cover of book

Nikolai Gogol: Between Ukrainian and Russian Nationalism
by Edyta M. Bojanowska
Harvard University Press, 2007
eISBN: 978-0-674-27044-2 | Cloth: 978-0-674-02291-1
Library of Congress Classification PG3335.Z9N383 2007
Dewey Decimal Classification 891.78309


No other writer captured the fraught relations between Ukrainian and Russian nationalisms with as much complexity and lasting relevance as Nikolai Gogol. This pathbreaking book illuminates the deep cultural stakes of today’s geopolitical conflict.

The nineteenth-century author Nikolai Gogol occupies a key place in the Russian cultural pantheon as an ardent champion of Russian nationalism. Indeed, he created the nation’s most famous literary icon: Russia as a rushing carriage, full of elemental energy and limitless potential.

In a pathbreaking book, Edyta M. Bojanowska topples the foundations of this russocentric myth of the Ukrainian-born writer, a myth that has also dominated his Western image. She reveals Gogol’s creative engagement with Ukrainian nationalism and calls attention to the subversive irony and ambiguity in his writings on Russian themes. While in early writings Gogol endowed Ukraine with cultural wholeness and a heroic past, his Russia appears bleak and fractured. Russian readers resented this unflattering contrast and called upon him to produce a brighter vision of Russia. Gogol struggled to satisfy their demands but ultimately failed.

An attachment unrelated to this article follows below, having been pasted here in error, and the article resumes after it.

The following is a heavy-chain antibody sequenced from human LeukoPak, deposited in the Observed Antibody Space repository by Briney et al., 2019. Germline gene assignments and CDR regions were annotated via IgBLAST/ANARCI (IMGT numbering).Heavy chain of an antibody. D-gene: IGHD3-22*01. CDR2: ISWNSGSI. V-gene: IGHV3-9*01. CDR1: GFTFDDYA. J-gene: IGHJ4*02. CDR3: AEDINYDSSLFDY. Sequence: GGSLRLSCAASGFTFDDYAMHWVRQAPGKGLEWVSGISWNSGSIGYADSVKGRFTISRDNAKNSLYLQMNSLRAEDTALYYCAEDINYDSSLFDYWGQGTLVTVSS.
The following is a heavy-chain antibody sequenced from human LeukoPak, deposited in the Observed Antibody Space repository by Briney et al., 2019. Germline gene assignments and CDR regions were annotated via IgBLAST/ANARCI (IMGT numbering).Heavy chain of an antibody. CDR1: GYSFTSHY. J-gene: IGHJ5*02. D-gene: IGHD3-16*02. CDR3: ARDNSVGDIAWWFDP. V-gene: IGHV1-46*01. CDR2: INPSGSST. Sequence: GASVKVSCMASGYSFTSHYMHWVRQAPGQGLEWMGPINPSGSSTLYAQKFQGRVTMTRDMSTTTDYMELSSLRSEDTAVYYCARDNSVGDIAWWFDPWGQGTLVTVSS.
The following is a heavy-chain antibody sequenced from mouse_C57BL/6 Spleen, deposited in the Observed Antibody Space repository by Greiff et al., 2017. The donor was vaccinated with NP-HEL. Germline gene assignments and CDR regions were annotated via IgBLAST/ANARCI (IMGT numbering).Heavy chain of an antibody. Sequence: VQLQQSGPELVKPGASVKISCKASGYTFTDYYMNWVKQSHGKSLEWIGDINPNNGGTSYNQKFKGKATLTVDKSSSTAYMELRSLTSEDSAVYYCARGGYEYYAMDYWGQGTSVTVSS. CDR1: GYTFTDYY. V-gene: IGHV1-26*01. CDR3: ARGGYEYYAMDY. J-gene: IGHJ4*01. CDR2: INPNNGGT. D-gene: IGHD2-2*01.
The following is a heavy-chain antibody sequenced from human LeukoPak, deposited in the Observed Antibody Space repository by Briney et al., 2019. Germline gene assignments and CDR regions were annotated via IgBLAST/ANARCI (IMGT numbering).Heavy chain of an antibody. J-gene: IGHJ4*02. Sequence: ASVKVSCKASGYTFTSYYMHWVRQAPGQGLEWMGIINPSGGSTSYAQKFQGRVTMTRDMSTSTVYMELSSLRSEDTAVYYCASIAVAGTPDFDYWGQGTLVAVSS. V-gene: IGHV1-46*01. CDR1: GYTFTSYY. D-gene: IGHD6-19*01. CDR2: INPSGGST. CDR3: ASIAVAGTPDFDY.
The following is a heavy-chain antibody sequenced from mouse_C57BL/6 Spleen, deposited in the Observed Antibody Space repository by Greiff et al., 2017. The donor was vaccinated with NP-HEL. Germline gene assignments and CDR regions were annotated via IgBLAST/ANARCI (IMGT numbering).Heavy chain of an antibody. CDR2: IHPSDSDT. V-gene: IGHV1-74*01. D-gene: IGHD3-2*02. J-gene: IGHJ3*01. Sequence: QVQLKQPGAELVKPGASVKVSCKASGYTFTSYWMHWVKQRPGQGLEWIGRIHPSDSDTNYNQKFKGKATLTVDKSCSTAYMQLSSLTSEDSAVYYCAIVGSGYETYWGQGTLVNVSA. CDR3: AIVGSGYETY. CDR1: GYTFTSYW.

In exploring Gogol’s fluctuating nationalist commitments, this book traces the connections and tensions between the Russian and Ukrainian nationalist paradigms in his work, and situates both in the larger imperial context. In addition to radically new interpretations of Gogol’s texts, Bojanowska offers a comprehensive analysis of his reception by contemporaries.

Brilliantly conceived and masterfully argued, Edyta Bojanowska fundamentally changes our understanding of this beloved author and his place in Russian literature.

Nearby on shelf for Slavic. Baltic. Albanian / Slavic / Russian literature: